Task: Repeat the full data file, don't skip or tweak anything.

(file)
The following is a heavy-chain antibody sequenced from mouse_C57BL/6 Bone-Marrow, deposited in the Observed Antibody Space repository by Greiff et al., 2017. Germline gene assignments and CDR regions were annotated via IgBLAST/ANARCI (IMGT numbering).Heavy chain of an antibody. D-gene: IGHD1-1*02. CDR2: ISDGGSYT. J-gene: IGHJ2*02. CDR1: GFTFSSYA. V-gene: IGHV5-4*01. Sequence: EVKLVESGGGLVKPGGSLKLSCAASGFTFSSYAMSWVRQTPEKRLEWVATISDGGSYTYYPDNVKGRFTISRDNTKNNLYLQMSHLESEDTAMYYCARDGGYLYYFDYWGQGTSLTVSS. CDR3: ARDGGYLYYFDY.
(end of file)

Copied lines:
The following is a heavy-chain antibody sequenced from mouse_C57BL/6 Bone-Marrow, deposited in the Observed Antibody Space repository by Greiff et al., 2017. Germline gene assignments and CDR regions were annotated via IgBLAST/ANARCI (IMGT numbering).Heavy chain of an antibody. D-gene: IGHD1-1*02. CDR2: ISDGGSYT. J-gene: IGHJ2*02. CDR1: GFTFSSYA. V-gene: IGHV5-4*01. Sequence: EVKLVESGGGLVKPGGSLKLSCAASGFTFSSYAMSWVRQTPEKRLEWVATISDGGSYTYYPDNVKGRFTISRDNTKNNLYLQMSHLESEDTAMYYCARDGGYLYYFDYWGQGTSLTVSS. CDR3: ARDGGYLYYFDY.